Islamic modesty as a cluster of gendered virtues is typically synonymous with ‘modest’ modes of body-concealing attire and comportment. This article argues, however, that the meaning of ‘modesty’ as currently conceptualised to illuminate the contours of corporeal and sartorial piety is wholly inadequate in its inability to evaluate the more ambivalent expressions of modesty beyond dress as a signal of inner virtue. Although the attention on modest or pious fashion as embraced by women the world over has been as a site for redefining the boundaries of moral and public participation, it does not go far enough in reconfiguring the debates on aesthetics and ethics of ambivalence, ambiguity, and contradiction in Muslim society. Based on a textual reading of the public persona of the Malaysian celebrity entrepreneur Dato Vida and interviews with other Malay-Muslim female entrepreneurs of her contemporary, I posit that the elasticity of modesty relates to a similarly flexible, expansive, and explorative conceptualisation of Islam. Related to this conceptualisation, Dato Vida embodies what I call ludic piety in her presentation and performance of gendered pious excesses within the elastic bounds of modesty.

In: Religion and Gender

Abstract

In April 2020 there was an inordinate spike in COVID-19 related deaths in Kano State, northern Nigeria, due to a lack of adherence to the national public health emergency recommendations. This article aims to explain why this public health fiasco occurred. Utilizing secondary academic literature and news reports from local media, the article interrogates the manifestation of Islam in northern Nigeria and the resulting undermining of the country’s coronavirus mitigation response. The evidence from Kano State indicates that religious authorities failed to heed the suspension of congregational prayers as the relevant health agencies advised, due to a belief in the exceptionality of northern Nigeria as a theocratic substate in a secular federation. The article therefore highlights the challenges of communicating public health risk in a context where the authority of religious leaders, real or imagined, undercuts the power of state institutions.

In: Journal of Religion in Africa
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Abstract

This article explores religious-feminist podcasting. Religious feminists have found a place in digital spaces, including podcasts, to connect and thrive, making themselves visible and heard to their religious communities and the broader public. Drawing on interviews with Christian feminist podcasters located in Europe and North America, this paper advances two contributions. First, unlike other forms of digital media, podcasts do not favor the emergence and circulation of specific forms of feminism. Second, focusing on materiality and the role of intimacy and emotions embedded in podcasting, I argue that Christian feminist podcasting can be seen as a form of audibility activism and that through the creation of ‘safe soundscapes’ in which to experience alternative feeling rules, Christian feminist podcasters contribute to broadening conversations concerning feminism and religion.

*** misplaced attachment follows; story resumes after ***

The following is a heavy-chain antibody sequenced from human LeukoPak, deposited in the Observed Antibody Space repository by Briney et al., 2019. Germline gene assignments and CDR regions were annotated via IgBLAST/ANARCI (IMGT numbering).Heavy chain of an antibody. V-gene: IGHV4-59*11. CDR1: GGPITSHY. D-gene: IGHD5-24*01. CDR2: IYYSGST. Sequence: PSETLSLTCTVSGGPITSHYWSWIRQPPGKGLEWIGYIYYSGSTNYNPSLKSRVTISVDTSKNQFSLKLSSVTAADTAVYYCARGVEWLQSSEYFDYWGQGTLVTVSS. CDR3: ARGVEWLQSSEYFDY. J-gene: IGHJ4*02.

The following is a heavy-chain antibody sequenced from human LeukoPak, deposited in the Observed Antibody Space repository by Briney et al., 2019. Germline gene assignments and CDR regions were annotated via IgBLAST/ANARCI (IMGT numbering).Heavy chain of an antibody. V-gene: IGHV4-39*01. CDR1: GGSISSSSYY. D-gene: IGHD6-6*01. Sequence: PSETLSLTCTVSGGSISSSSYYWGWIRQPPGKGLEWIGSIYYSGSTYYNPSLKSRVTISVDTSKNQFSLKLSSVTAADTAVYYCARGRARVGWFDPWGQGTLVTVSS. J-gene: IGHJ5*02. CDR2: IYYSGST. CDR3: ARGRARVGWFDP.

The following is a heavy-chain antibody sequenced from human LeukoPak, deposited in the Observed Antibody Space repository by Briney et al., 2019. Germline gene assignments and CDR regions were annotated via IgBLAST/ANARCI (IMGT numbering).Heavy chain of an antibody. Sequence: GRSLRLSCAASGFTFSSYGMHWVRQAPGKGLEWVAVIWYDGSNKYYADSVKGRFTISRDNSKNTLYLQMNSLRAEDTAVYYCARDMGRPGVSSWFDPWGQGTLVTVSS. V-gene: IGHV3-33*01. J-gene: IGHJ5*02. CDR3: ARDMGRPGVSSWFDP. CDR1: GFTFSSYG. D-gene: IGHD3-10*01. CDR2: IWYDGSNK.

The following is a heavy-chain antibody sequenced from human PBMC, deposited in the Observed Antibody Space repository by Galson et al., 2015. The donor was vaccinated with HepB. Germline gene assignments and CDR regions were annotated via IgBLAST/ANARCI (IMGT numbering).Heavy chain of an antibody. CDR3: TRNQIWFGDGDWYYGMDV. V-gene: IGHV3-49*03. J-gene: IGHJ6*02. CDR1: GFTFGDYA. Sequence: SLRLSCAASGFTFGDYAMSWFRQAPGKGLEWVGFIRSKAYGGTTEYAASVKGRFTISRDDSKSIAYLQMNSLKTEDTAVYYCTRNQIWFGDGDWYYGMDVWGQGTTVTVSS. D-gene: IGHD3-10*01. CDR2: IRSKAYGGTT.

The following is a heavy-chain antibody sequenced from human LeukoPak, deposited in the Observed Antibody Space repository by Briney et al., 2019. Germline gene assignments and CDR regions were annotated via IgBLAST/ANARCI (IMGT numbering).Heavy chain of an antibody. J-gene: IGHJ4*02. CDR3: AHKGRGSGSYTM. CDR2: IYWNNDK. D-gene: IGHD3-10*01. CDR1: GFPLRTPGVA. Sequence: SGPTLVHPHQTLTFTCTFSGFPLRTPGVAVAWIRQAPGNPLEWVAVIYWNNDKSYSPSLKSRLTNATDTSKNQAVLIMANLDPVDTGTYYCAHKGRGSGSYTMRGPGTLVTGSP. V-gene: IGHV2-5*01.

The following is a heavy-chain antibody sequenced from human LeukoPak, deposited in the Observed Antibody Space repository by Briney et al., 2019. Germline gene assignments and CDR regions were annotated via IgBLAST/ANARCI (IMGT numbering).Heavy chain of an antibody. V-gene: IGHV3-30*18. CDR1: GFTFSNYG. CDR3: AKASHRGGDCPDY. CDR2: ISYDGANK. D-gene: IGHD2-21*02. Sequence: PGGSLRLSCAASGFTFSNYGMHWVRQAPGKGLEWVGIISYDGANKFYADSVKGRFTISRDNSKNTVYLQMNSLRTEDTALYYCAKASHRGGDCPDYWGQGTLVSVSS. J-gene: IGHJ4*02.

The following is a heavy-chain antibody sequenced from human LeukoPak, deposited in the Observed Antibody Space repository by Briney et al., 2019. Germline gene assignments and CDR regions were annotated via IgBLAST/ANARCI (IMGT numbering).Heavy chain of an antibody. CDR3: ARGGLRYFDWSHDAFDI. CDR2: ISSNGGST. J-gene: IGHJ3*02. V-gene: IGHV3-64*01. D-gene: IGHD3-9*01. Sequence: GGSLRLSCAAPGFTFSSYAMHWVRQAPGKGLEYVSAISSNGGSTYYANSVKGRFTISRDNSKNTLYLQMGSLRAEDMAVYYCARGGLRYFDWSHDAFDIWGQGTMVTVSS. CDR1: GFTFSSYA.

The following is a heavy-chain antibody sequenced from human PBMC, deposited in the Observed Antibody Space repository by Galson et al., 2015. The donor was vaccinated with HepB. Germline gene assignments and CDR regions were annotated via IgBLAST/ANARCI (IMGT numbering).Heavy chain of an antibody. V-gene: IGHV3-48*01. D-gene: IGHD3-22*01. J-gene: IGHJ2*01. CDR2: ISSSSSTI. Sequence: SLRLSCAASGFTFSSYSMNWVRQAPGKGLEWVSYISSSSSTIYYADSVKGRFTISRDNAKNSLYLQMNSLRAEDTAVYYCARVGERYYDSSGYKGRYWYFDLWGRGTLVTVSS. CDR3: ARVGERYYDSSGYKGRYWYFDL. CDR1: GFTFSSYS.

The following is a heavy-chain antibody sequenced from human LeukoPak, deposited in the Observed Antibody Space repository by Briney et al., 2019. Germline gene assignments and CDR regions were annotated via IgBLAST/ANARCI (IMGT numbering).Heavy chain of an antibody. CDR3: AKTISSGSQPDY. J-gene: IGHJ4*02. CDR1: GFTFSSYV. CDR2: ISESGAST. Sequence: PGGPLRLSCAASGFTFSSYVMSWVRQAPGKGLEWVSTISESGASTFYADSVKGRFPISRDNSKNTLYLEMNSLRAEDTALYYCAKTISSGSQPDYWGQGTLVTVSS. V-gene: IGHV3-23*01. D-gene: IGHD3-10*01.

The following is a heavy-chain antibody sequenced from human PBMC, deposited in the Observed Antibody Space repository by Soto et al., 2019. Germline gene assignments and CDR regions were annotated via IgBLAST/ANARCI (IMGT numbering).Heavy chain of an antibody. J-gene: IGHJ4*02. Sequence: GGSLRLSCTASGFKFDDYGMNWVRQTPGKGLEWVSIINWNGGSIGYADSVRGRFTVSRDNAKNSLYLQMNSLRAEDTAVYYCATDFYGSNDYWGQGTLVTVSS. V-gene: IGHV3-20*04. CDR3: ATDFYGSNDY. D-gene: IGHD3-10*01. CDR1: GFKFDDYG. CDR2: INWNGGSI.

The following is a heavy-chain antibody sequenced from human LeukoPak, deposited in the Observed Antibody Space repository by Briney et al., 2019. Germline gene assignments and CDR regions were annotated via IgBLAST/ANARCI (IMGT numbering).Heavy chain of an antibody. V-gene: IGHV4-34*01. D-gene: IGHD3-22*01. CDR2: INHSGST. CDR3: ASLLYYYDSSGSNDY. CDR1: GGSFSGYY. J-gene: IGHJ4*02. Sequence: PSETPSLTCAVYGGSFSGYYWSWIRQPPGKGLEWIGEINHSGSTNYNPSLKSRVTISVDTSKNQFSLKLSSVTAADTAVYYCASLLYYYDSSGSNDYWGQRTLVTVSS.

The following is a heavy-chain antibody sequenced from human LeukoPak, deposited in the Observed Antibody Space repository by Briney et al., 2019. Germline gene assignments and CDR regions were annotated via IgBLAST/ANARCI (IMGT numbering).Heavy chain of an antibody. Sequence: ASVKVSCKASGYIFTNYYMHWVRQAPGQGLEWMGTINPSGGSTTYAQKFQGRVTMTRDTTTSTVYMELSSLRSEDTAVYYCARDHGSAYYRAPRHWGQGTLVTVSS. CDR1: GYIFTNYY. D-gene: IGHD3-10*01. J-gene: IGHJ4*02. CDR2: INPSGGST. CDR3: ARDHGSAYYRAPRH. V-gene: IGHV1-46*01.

In: Religion and Gender

Abstract

In 1994 the Church of England ordained its first women priests and since 2014 women clergy have been appointed as bishops, a senior role in the Church’s ordained hierarchy. However, their acceptance into these roles has been highly ambivalent. How ambivalence manifests and the role of deeper beliefs about gender in the Church is under-researched, especially in understanding the positions of male clergy who oppose women’s ordination. This article draws on data sets from two separate projects conducting semi-structured interviews with both men and women in ordained ministry and compares the ambivalence towards feminism held by female clergy and theologically conservative male clergy. The argument unpacks how institutional and cultural factors intersect with tradition-specific beliefs to generate highly ambivalent views about feminism as a movement. The conclusion suggests ways feminism is mythologised and used to reframe conservative male clergy as vulnerable and as potential victims of misandry.

In: Religion and Gender
Author:

Abstract

The translation of the four Gospels into classical Chinese by Ma Xiangbo (1840–1939), published in 1949, has received little attention in the worlds of religion and scholarship. Based on a passing comment in Ma’s introduction, it is usually assumed that he based his translation on an edition of the Latin Vulgate published by Jean-Baptiste Glaire (1798–1879); however, Glaire’s work was not an edition of the Vulgate, but rather a translation of the Latin text into French. The goal of this paper is to determine the source text used by Ma Xiangbo based on textual and paratextual evidence and thus clarify this apparent contradiction.